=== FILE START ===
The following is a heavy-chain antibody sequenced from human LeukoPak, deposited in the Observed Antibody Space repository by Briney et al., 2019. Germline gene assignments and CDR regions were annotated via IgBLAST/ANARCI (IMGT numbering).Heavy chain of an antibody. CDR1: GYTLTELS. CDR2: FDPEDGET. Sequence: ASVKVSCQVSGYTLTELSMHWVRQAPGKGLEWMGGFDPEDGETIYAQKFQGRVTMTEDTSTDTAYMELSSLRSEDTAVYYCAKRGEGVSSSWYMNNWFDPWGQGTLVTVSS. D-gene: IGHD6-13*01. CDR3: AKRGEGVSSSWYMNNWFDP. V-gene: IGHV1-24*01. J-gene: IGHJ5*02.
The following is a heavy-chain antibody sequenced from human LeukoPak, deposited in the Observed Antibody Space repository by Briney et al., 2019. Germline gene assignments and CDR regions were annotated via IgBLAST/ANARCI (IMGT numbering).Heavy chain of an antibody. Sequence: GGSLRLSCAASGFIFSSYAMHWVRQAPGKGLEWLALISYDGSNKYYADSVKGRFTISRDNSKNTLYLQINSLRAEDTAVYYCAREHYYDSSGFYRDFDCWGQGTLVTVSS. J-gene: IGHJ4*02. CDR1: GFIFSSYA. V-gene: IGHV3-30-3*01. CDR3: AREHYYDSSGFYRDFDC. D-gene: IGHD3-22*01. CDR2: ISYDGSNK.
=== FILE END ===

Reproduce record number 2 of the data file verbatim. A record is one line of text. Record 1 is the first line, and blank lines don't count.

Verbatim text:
The following is a heavy-chain antibody sequenced from human LeukoPak, deposited in the Observed Antibody Space repository by Briney et al., 2019. Germline gene assignments and CDR regions were annotated via IgBLAST/ANARCI (IMGT numbering).Heavy chain of an antibody. Sequence: GGSLRLSCAASGFIFSSYAMHWVRQAPGKGLEWLALISYDGSNKYYADSVKGRFTISRDNSKNTLYLQINSLRAEDTAVYYCAREHYYDSSGFYRDFDCWGQGTLVTVSS. J-gene: IGHJ4*02. CDR1: GFIFSSYA. V-gene: IGHV3-30-3*01. CDR3: AREHYYDSSGFYRDFDC. D-gene: IGHD3-22*01. CDR2: ISYDGSNK.